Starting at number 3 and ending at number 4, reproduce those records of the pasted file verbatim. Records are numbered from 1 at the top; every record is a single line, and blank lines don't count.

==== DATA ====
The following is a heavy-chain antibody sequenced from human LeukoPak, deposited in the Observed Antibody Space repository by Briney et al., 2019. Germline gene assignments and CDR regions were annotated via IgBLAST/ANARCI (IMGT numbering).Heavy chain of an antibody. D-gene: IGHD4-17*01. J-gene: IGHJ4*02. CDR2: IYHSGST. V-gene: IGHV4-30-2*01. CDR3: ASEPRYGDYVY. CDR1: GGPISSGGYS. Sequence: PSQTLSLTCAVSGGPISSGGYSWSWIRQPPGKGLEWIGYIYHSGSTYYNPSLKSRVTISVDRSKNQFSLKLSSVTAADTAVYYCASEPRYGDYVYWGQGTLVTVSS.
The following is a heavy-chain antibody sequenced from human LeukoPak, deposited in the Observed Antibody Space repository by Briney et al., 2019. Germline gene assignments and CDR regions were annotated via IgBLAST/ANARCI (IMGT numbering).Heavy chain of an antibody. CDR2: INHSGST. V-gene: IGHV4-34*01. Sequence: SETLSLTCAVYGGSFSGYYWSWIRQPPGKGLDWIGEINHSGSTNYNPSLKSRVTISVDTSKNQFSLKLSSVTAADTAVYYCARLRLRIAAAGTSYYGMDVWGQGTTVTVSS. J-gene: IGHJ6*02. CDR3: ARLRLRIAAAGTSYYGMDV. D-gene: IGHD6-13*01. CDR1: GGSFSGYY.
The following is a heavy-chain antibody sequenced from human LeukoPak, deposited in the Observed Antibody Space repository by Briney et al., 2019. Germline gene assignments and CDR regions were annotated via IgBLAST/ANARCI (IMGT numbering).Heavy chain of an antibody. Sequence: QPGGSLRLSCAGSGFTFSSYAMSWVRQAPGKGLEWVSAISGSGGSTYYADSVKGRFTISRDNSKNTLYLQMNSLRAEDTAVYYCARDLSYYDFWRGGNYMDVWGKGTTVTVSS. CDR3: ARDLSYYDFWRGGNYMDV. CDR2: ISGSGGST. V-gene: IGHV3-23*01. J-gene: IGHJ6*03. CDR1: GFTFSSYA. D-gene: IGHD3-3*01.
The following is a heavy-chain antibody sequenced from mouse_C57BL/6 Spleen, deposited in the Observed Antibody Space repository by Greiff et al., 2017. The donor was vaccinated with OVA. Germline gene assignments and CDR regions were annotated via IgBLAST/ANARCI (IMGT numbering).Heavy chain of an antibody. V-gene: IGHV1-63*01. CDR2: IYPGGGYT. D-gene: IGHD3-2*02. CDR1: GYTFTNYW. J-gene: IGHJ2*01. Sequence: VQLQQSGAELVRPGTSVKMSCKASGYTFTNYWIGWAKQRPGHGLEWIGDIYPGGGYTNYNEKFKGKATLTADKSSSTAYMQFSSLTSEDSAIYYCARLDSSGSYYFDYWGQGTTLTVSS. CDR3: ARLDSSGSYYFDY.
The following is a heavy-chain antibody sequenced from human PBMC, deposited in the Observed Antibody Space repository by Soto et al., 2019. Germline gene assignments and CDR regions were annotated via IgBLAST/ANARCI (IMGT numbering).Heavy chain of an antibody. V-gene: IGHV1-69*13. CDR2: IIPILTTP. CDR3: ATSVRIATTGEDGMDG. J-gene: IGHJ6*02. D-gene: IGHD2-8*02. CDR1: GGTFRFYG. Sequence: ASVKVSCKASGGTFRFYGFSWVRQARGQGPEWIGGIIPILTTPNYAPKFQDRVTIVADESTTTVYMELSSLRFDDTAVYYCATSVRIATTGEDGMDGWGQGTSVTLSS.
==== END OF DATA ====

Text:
The following is a heavy-chain antibody sequenced from human LeukoPak, deposited in the Observed Antibody Space repository by Briney et al., 2019. Germline gene assignments and CDR regions were annotated via IgBLAST/ANARCI (IMGT numbering).Heavy chain of an antibody. Sequence: QPGGSLRLSCAGSGFTFSSYAMSWVRQAPGKGLEWVSAISGSGGSTYYADSVKGRFTISRDNSKNTLYLQMNSLRAEDTAVYYCARDLSYYDFWRGGNYMDVWGKGTTVTVSS. CDR3: ARDLSYYDFWRGGNYMDV. CDR2: ISGSGGST. V-gene: IGHV3-23*01. J-gene: IGHJ6*03. CDR1: GFTFSSYA. D-gene: IGHD3-3*01.
The following is a heavy-chain antibody sequenced from mouse_C57BL/6 Spleen, deposited in the Observed Antibody Space repository by Greiff et al., 2017. The donor was vaccinated with OVA. Germline gene assignments and CDR regions were annotated via IgBLAST/ANARCI (IMGT numbering).Heavy chain of an antibody. V-gene: IGHV1-63*01. CDR2: IYPGGGYT. D-gene: IGHD3-2*02. CDR1: GYTFTNYW. J-gene: IGHJ2*01. Sequence: VQLQQSGAELVRPGTSVKMSCKASGYTFTNYWIGWAKQRPGHGLEWIGDIYPGGGYTNYNEKFKGKATLTADKSSSTAYMQFSSLTSEDSAIYYCARLDSSGSYYFDYWGQGTTLTVSS. CDR3: ARLDSSGSYYFDY.